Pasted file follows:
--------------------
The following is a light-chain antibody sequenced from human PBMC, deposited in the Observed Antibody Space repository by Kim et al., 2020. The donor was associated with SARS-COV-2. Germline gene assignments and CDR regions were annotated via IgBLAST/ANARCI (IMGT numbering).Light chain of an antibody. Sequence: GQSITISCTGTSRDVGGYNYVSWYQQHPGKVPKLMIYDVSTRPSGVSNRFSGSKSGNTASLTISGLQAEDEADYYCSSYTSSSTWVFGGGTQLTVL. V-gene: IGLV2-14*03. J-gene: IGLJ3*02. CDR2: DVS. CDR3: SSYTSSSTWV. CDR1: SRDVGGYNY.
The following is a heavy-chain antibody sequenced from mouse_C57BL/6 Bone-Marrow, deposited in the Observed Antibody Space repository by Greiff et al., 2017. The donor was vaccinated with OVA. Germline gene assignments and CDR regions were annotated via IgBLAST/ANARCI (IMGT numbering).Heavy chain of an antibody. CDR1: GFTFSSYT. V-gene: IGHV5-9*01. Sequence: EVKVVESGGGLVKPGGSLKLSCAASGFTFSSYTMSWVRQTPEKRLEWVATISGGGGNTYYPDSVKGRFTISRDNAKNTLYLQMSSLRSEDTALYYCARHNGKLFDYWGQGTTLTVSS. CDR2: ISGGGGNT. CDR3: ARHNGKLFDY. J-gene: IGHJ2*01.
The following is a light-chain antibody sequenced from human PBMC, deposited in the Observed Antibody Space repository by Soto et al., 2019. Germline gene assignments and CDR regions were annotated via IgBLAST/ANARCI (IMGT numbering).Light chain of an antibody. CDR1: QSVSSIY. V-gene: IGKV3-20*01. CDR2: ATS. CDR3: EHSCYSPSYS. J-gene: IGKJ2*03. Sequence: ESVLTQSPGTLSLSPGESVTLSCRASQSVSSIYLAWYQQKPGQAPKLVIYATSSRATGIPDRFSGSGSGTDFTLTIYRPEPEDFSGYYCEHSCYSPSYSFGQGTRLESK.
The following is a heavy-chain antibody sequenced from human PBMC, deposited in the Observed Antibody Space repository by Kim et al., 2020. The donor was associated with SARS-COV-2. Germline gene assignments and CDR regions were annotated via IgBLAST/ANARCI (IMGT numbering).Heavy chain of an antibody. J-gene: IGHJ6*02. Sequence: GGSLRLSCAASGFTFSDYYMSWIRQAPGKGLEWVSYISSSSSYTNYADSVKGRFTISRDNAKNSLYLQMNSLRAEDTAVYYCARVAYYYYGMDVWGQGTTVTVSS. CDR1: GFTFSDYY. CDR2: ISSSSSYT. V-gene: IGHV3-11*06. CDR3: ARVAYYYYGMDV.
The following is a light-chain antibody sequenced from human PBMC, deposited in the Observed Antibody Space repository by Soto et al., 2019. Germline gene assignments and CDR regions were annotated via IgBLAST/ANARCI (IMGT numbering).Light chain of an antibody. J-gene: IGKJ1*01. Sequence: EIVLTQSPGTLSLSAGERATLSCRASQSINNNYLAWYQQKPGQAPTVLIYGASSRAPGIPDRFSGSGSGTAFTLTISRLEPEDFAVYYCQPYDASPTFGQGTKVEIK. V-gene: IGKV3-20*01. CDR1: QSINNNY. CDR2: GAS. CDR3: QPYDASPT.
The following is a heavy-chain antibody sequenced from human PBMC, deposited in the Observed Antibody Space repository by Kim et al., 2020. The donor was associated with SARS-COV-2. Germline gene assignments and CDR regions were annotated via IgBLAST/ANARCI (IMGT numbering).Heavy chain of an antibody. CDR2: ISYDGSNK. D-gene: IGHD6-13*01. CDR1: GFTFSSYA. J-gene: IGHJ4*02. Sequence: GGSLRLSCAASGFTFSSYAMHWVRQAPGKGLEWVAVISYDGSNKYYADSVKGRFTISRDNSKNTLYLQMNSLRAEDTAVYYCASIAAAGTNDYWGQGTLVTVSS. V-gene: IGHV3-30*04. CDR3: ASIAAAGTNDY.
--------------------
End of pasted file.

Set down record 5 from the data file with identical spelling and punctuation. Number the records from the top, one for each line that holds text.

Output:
The following is a light-chain antibody sequenced from human PBMC, deposited in the Observed Antibody Space repository by Soto et al., 2019. Germline gene assignments and CDR regions were annotated via IgBLAST/ANARCI (IMGT numbering).Light chain of an antibody. J-gene: IGKJ1*01. Sequence: EIVLTQSPGTLSLSAGERATLSCRASQSINNNYLAWYQQKPGQAPTVLIYGASSRAPGIPDRFSGSGSGTAFTLTISRLEPEDFAVYYCQPYDASPTFGQGTKVEIK. V-gene: IGKV3-20*01. CDR1: QSINNNY. CDR2: GAS. CDR3: QPYDASPT.